This bit is easy to understand in an intuitive way if not mathematically. Spin a coin on its axis and as it slows down it will flatten out so that the contact point between the edge of the coin and the table ‘moves’ around the coin. Roll an old tyre along the ground and see what happens as it slows and starts to fall to one side. The tyre is turning around its own curvature. Push your uni slowly and turn it and see what happens.
On a curve you are in a similar position to a body in orbit. Your momentum from the straight will tend to push you away from the centre of the corner (keep you going straight; make the uni stand up), and your lean will fight against that. On a smooth turn, the forces are balanced for longer; on a sharp turn, there are sudden imbalances and corrections.
But how do you start the turn? That was a good question. Intuitively, you’d think Newton’s laws would say that you can’t move your centre of mass sideways without something to push against. That is right. However, you can move part of your mass, by moving it agains the rest of your mass. So, you can start the uni turning by twisting your lower body, or by pushing the pedal in a certain way, by using your main body mass as something to react against.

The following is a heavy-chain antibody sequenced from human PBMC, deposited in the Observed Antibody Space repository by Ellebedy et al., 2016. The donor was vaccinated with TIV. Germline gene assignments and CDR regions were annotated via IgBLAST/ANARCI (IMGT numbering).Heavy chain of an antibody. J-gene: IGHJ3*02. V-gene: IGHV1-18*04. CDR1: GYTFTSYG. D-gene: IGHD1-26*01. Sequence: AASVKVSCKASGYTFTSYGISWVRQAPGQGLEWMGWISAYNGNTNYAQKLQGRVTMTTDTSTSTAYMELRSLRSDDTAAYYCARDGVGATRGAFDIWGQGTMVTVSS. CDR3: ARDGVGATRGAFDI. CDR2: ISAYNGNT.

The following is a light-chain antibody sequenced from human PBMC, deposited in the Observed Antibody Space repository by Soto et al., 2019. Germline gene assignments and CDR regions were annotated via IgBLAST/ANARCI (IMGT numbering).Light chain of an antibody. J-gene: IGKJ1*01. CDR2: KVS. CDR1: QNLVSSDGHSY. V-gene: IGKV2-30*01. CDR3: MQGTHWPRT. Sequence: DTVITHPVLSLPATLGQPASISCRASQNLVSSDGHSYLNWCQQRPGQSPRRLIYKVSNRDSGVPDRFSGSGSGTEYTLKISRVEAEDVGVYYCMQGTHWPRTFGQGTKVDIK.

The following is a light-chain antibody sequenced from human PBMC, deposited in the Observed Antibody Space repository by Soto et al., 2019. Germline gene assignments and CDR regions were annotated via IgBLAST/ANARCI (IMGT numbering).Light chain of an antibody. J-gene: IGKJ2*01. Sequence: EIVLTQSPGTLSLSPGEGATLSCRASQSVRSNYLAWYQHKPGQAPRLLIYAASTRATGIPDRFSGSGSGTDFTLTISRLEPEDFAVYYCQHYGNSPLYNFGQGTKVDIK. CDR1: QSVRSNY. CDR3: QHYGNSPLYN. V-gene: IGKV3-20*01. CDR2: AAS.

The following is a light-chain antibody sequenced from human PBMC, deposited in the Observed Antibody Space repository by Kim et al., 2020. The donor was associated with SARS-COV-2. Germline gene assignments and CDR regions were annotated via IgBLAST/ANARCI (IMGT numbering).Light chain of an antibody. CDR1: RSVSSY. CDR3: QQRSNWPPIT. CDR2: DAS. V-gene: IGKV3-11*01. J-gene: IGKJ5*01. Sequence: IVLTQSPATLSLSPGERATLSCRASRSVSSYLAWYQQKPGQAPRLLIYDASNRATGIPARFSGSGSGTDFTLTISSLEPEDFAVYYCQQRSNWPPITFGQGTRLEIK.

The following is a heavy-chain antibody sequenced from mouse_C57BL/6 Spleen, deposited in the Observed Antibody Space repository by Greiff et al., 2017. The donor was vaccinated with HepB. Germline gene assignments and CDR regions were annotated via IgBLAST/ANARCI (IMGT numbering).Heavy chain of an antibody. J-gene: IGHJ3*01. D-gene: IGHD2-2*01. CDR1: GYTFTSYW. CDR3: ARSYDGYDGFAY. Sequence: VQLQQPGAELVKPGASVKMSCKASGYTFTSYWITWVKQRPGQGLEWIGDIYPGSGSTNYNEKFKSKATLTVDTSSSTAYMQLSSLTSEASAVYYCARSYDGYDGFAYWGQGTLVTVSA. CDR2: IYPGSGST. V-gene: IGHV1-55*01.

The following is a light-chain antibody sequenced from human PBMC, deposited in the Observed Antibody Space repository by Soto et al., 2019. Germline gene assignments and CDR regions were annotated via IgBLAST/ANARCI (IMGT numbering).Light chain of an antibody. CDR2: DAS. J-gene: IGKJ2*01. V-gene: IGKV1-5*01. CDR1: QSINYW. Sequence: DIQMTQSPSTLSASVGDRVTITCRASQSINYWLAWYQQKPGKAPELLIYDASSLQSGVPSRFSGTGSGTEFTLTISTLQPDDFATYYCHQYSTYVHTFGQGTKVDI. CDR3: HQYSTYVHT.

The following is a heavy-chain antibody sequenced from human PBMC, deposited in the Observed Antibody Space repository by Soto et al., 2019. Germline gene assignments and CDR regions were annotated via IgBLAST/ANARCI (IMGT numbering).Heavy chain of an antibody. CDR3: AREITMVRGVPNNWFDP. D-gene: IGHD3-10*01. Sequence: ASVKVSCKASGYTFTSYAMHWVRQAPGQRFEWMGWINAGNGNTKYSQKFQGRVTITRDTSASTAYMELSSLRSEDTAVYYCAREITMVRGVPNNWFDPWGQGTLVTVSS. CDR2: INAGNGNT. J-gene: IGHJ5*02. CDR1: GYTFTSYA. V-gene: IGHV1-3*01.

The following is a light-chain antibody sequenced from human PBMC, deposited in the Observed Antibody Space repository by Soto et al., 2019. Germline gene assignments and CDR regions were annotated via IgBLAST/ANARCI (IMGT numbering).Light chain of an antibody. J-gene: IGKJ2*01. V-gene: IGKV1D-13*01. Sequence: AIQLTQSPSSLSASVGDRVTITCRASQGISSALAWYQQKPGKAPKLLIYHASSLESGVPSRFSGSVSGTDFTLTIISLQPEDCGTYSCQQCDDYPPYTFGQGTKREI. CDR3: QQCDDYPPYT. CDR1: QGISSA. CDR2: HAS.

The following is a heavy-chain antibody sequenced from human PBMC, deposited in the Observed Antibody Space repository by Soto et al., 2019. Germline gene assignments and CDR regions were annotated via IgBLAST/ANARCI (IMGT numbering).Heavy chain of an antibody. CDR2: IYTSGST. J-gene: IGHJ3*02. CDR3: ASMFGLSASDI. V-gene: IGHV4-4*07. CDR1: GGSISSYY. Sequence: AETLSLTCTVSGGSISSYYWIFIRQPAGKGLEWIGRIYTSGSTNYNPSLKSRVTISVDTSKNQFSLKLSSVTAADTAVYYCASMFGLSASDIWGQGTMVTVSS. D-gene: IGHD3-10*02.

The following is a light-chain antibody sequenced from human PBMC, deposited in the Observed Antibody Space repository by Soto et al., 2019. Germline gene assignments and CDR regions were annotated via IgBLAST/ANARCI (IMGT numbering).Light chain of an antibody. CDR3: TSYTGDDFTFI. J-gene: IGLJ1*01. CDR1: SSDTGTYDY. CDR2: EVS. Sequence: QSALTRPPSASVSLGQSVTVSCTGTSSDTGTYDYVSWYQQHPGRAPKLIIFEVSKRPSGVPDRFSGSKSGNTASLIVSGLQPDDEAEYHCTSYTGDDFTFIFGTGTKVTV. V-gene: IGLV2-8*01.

You only need to start a slight lean of the wheel which then rolls out from under you a bit, and the centre of support (tyre contact patch) is no longer under the centre of mass. Then gravity starts to contribute (sometimes more than we would choose ) and you need to accelerate to counteract the fall. You accelerate out of the turn, or steer the wheel back under your mass, whichever way you look at it.
So, to start the turn, part of you pushes against another part of you. Legs go one way, body goes slightly the other. To continue the turn, the natural curve of the wheel does the job. To end the turn, either countersteer or accelerate.
In real life, of course, it either works or it doesn’t.
As for turning smoothly… an excellent objective. For muni or road riding, you often need to follow a very specific path. When playing or performing, sudden sharp turns are more fun.